A successful, common-sense training program that teaches high schoolers how to ride the bus is set to expand to other communities, after helping thousands of Kingston-area youth take control of their own mobility, generating new ridership for the local transit authority, and entrenching lifelong habits that will deliver continuing emission reductions.
Get on the Bus traces back to a local initiative in 2012, when the city introduced free bus passes for students up to age 14. “We knew we had to train,” Dan Hendry, who was working as the Limestone District School Board’s sustainable initiatives coordinator at the time, told The Energy Mix in an interview last month. “We didn’t know exactly know how at the time, but we knew we had to do it.”
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More than a decade later, “what’s become known as the Kingston Model has developed into a permanent program that sees youth up to age 21 ride for free and every Grade 9 student in the region learn about taking the bus—often from Hendry himself,” TV Ontario reports. “And teachers and kids ride for free for school trips.”
The program has had a powerful impact on ridership: bus trips by youth increased from 28,000 in 2012 to 600,000 in 2016. “As you learn it, you use it, you normalize it,” Hendry told TVO. “What I find is that students teach each other.”
There’s still time to sign up for the Get on the Bus launch webinar today, June 12, at 1 PM Eastern.
The provincial broadcaster cites a 2017 study by students at the University of Waterloo that showed Kingston Grade 12 students using transit three times more than Grade 9s, suggesting that early experience was translating into a steady habit.
“The free Kingston Transit High School Bus Pass program has benefited our community in many ways,” Mayor Bryan Paterson said in a testimonial video. “It has opened up opportunities for students, freed up parents’ time, and increased youth patronage of local businesses. By providing all high school students with equitable access to jobs, extracurriculars, shopping, and more, the bus pass not only benefits the students but increases youth engagement in our community.”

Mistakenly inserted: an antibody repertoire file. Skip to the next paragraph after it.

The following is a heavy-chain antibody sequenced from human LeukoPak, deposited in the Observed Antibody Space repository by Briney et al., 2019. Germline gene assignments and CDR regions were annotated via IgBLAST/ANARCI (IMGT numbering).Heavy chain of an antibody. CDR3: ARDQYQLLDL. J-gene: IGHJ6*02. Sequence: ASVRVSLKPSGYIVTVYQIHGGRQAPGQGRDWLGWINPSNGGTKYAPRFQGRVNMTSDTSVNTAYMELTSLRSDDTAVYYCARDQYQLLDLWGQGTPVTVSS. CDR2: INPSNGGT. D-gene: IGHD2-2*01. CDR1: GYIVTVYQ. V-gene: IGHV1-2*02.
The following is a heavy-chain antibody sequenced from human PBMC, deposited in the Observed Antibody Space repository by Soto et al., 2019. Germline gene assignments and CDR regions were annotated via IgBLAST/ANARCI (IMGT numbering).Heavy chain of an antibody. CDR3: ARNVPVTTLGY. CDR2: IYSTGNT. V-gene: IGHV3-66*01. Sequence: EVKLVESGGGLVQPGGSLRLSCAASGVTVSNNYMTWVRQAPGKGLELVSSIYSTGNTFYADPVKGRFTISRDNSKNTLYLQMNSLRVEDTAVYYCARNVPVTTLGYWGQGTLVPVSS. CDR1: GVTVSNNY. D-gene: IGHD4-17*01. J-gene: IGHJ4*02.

Now, a handful of Ontario transit systems want to follow Kingston’s example. “With worries about traffic congestion, climate change, and the so-called transit death spiral ever-growing in the province, it seems a good time to make riding the bus cool again with teens,” TVO writes.
Back to Basics
The actual training focuses on the basics of transit ridership—how to understand the routes, request a stop, load a bike into the front rack, and follow bus riding etiquette. “We show them the opportunities where they might not be connecting—for volunteering, a job they want, a trip downtown, meeting a friend they haven’t seen, and the environmental package and climate action,” he told The Mix. “We talk about electrification of buses. We talk about the operating cost of a car, which in Canada is usually around $10,000 to $13,000 per year. We really try to paint a picture to a 14-year-old who can’t drive yet that this will give them all those things if they choose to learn it together, and that’s a pivotal point of intervention.”
The impact of that approach is in the numbers. When trainers in the Kingston program ask a group of 35 or 40 students how many of them have ridden a bus, usually five to seven of them raise their hands, Hendry said.
“So we tell everyone else, ‘look around. I can give you your pass, the apps, and the basic health and safety information. But the students around you already use it. You can teach each other.’ And then they use it en masse. What’s important is giving them the runway, the opportunity, and the social connection to see the value in using it themselves and using it together, especially early on in Grade 9.”
‘A Narrative About Freedom’
In the end, the simple takeaways from the orientation deliver a much deeper message.
“When we call it training, I don’t think we’re doing it justice,” he said. “It’s a narrative. It’s about freedom. It’s about opportunity. It’s about seeing themselves in it and using it.”
Hendry added that his own family’s experience showed how the program and its benefits extend beyond each individual student.
“We went through it this year with our daughter, who’s 14,” he said. “The transition isn’t just for the student to go to high school. It’s a family transition. In Grade 8, they’re the biggest fish in that small pond. In Grade 9, they’re a smaller fish in a bigger pond. It’s also the moment when the parents are accepting that their child is growing up and getting more autonomy in their decision-making, and that change in culture happens in Grade 9.”
The Kingston initiative won a Sustainable Communities Award from the Federation of Canadian Municipalities in 2018, then gained more profile when Hendry delivered a well-received TEDx talk in 2019, then appeared in the Climate Reality Project’s 24 Hours of Reality program. After years fielding hundreds of calls from groups that want to bring repeat Kingston’s success in their own communities, Hendry lined up funding to launch Get on the Bus, anchored by the Toronto-based Small Change Fund.
(Lots of disclosures to get through here: Hendry and The Energy Mix Publisher Mitchell Beer appeared together in the same TEDx lineup, and The Mix is also a project of the Small Change Fund.)
“Now there are daytime hours that I can dedicate to this,” Hendry said. “But it’s not my program—I’m the storyteller, but it’s our program. The schools see it as theirs. The kids see it as theirs. It’s the cities, the councillors, the school trustees. It’s our program.”